The reports quoting two Kurdish officials and a Yazidi lawmaker said insurgents from the group "Islamic State" (IS) had carried out a massacre on some 80 ethnic Yazidis in a northern Iraq village.
Men from the village were said to have been killed after IS fighters tried for days to persuade them to convert to Islam. One report said female residents were kidnapped.
Yazidi parliamentarian Mahama Khalil said he had spoken to villagers who had survived the attack. They said the killings took place during a one-hour period.
Accounts of the incident have not been independently confirmed.
A recent push by IS militants through northwestern Iraq toward Iraq's autonomous Kurdish region has sent tens of thousands of Yazidis and Christians fleeing.
Since June, large swaths of oil-rich territory in eastern Syria and northwestern Iraq have been captured by the group.
The US, which began air strikes on August 8, said it carried out more raids on Friday after receiving reports that IS "terrorists were attacking civilians."
The air strikes are the first since American troops pulled out of Iraq in 2011. US President Barrack Obama has ruled out the use of US troops on the ground.
In another international move to combat the IS advance, the UN Security Council on Friday passed a resolution cutting off funding and the flow of foreign fighters to the group. The British-drafted measure placed six Islamist leaders -- from Kuwait, Saudi Arabia and other nations -- on a sanctions list, which provides for a travel ban and assets freeze.
European foreign ministers also agreed at a meeting in Brussels on Friday to back the arming of Iraqi Kurdish fighters. Last week, the IS militants advanced to within 35 kilometers (20 miles) of Irbil before being deterred by the air strikes.
German Foreign Minister Frank-Walter Steinmeier has arrived in Iraq to assess the situation.
"We must be concerned that even the last anchors of stability here in Iraq could collapse," Steinmeier said on Saturday, shortly after arriving in the Iraqi capital, Baghdad.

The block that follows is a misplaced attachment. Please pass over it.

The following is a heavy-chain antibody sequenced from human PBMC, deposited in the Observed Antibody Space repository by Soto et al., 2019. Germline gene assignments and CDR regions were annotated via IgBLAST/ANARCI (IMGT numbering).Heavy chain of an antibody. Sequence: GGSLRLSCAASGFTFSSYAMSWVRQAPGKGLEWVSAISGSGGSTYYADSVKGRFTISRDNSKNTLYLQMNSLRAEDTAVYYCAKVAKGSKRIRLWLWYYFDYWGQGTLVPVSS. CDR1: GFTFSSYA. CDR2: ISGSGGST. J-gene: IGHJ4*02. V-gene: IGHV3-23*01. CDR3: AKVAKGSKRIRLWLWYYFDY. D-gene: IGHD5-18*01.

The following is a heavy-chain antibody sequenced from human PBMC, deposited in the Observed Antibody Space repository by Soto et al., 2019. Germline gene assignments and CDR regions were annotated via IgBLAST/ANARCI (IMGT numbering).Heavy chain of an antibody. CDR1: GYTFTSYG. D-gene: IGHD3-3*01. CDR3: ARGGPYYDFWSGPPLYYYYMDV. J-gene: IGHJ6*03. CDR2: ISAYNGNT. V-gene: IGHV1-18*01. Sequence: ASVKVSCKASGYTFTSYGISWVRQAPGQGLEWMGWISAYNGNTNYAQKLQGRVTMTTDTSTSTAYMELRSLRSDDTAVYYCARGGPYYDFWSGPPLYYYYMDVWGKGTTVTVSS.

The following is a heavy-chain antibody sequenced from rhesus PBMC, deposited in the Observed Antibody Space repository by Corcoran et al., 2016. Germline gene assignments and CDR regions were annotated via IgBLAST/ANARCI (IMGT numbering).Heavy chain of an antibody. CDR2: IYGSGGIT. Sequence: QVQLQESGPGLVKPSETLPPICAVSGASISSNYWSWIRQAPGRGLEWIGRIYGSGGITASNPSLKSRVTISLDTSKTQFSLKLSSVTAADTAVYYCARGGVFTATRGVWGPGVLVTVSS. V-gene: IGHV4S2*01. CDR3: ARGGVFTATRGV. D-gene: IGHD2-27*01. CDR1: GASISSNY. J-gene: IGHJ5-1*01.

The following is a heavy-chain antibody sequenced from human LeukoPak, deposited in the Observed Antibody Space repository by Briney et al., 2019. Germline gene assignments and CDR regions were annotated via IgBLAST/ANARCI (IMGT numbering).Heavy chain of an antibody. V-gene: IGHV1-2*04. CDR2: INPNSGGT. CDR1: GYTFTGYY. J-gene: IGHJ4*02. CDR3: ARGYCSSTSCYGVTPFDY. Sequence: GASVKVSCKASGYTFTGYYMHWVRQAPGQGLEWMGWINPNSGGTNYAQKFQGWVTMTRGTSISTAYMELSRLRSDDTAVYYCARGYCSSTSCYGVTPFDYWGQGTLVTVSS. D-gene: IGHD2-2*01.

Steinmeier said, however, that current steps in Iraq to form a new coalition following the resignation of Prime Minister Nuri al-Maliki offered a "ray of hope."
He said that "great hopes" were being placed in the prime minister-designate Haidar al-Abadi that he could be "the person to embody the different regions and religions in a joint government."
This was the only way to allay the widespread dissatisfaction in Iraq that was fueling support for the IS militants, Steinmeier said, describing the insurgency as a "catastrophe" in which "a murderous band of terrorists was trying to bring the country under its control."
Maliki's resignation on Thursday broke a political deadlock in Iraq. He had been accused of discriminating against the Sunni minority in Iraq, thus increasing their sympathy with the IS rebels, who also belong to the Sunni sect of Islam.
Al-Abadi has said he intends to introduce policies fostering national unity.
Steinmeier has met with al-Abadi in Baghdad (photo above). He was to travel on later to the Kurdish regional capital, Irbil, where he was scheduled to hold talks with the president of the autonomous region, Massud Barzani. The talks were to focus on how Germany can best help support the fight against IS and provide aid to the thousands of refugees in the country.
The visit by the German minister comes shortly after the first German transport plane carrying aid for people displaced by the IS advances landed in Irbil.
tj/ipj (Reuters, AFP, dpa)